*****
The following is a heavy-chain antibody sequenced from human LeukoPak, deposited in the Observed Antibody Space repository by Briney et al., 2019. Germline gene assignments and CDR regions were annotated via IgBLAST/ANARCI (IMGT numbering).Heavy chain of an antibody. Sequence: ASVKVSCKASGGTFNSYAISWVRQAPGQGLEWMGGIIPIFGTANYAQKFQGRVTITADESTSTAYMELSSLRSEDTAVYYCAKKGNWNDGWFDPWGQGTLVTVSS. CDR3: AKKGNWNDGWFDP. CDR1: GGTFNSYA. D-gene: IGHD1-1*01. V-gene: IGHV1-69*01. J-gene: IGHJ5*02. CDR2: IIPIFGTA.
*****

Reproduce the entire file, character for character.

The following is a heavy-chain antibody sequenced from human LeukoPak, deposited in the Observed Antibody Space repository by Briney et al., 2019. Germline gene assignments and CDR regions were annotated via IgBLAST/ANARCI (IMGT numbering).Heavy chain of an antibody. Sequence: ASVKVSCKASGGTFNSYAISWVRQAPGQGLEWMGGIIPIFGTANYAQKFQGRVTITADESTSTAYMELSSLRSEDTAVYYCAKKGNWNDGWFDPWGQGTLVTVSS. CDR3: AKKGNWNDGWFDP. CDR1: GGTFNSYA. D-gene: IGHD1-1*01. V-gene: IGHV1-69*01. J-gene: IGHJ5*02. CDR2: IIPIFGTA.